"Our Regional Office has embraced the administration's Youth Initiative and we have employed youth conservation crews that have completed thousands of hours on the project," he said. "The crews have helped to restore native vegetation, such as willows and cottonwoods , and they have carried out many project facets, applying rip-rap in eroded areas, installing trail markers, and completing trail maintenance and construction tasks. Last fall, a conservation corps crew removed 30 cubic yards of homeless camp debris by carrying the material by hand off the highpoint of the project, a quarter mile, one-way."
"The National Park Service and Reclamation," Kirby explained further, "have a partnership with the Academy of Building Services, a local charter high school in Fort Mohave, whose students are working on an interpretive trail in the old Contractor's Camp. There are many historic features there. It's powerful to see young people take ownership over their park and develop a stewardship ethic!"
The park is open the same hours as other Clark County Parks, 6 a.m. to 11 p.m. Additionally, there are four volunteer hosts who serve as watch/security personnel.
"The Davis Dam staff members have been great partners and neighbors when we've needed help," Kirby added. In return, "The youth conservation crews have helped them with area cleanup, especially removing invasive plant species. Mohave County Parks has collaborated by provide camping accommodations for the crews. We have an interagency agreement with the National Park Service for the removal of saltcedar along the river."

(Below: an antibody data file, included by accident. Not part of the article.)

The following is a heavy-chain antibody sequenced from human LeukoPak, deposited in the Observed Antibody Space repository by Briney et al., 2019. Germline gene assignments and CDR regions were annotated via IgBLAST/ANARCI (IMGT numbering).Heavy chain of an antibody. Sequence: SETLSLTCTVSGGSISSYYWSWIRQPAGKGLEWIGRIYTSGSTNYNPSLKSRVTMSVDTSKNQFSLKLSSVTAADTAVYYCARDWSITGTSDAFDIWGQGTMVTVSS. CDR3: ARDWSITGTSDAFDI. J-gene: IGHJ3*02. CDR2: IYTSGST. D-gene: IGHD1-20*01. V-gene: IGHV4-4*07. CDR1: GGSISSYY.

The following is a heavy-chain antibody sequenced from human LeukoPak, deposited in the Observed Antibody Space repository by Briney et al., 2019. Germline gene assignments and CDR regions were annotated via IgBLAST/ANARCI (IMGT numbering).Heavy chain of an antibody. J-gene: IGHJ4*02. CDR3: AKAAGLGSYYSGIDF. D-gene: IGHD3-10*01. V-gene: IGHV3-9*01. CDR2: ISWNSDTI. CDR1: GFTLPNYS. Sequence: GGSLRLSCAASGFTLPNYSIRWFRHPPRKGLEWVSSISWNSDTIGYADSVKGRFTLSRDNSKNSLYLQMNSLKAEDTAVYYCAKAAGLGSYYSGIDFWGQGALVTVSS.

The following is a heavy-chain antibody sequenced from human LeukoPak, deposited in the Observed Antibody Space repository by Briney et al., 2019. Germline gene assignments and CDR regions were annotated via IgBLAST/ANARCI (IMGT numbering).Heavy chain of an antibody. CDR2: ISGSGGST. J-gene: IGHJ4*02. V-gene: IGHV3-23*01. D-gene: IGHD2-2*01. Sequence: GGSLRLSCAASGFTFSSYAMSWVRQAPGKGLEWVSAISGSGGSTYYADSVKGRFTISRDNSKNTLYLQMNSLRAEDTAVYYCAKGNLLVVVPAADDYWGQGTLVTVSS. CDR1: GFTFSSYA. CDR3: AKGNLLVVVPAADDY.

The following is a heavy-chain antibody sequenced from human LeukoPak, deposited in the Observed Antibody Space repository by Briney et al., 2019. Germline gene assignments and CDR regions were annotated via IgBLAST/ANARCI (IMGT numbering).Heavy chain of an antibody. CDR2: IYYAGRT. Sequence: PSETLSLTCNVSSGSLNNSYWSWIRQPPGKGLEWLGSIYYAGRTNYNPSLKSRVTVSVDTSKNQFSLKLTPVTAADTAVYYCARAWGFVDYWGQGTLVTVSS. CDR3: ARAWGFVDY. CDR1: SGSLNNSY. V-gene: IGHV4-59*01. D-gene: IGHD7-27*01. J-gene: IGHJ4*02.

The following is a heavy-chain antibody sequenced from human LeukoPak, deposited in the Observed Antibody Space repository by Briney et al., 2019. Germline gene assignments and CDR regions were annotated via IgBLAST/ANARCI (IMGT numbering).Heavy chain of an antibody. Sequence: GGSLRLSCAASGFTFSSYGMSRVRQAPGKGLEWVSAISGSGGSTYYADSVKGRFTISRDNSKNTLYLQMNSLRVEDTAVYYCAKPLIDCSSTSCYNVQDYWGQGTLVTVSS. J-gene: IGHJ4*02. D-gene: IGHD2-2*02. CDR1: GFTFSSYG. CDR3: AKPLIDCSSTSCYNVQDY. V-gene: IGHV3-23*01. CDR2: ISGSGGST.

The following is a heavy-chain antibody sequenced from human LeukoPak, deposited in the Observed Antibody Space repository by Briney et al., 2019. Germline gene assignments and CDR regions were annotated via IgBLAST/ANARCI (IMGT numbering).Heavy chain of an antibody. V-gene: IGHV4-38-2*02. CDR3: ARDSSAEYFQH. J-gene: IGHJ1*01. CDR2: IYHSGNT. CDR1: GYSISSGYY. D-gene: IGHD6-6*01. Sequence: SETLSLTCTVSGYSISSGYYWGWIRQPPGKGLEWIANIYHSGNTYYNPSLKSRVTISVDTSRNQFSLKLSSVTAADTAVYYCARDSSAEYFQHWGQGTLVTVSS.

At a reclaimed and enhanced picnic area along the trail and near the river, Kirby commented, "After tamarisk trees were uprooted, they were chipped into mulch and used as ground cover on the equestrian portion of the trail. We also plan to get more of this material from Jed Blake's project at Big Bend Conservation Area to cover more of the trail with mulch. The walking/bicycling portion of the trail is covered with a rolled, compacted concrete, which is a very light material that was poured from the back of a dump truck, similar to how asphalt is applied to a road."
Along the trail, there are distance markers every quarter mile that conservation crews installed.
Summarizing his evaluation of the project, Kirby said, "In this time of limited resources, this project has restored my confidence in teamwork and collaboration. It's been a team thing among Bill Martin, Brandon and me. Thanks to our office disciplinary teams for support, in addition to support from our Office Chief Val Simon. It's been a great collaborative effort. We are pleased as public servants to assist Clark County with this great resource."
For more information about the Colorado River Heritage Greenway Park and Trails, visit www.clarkcountynv.gov/Depts/admin_services/laughlin/Documents/LRGHT_Booklet.pdf.
Updated: June 28, 2013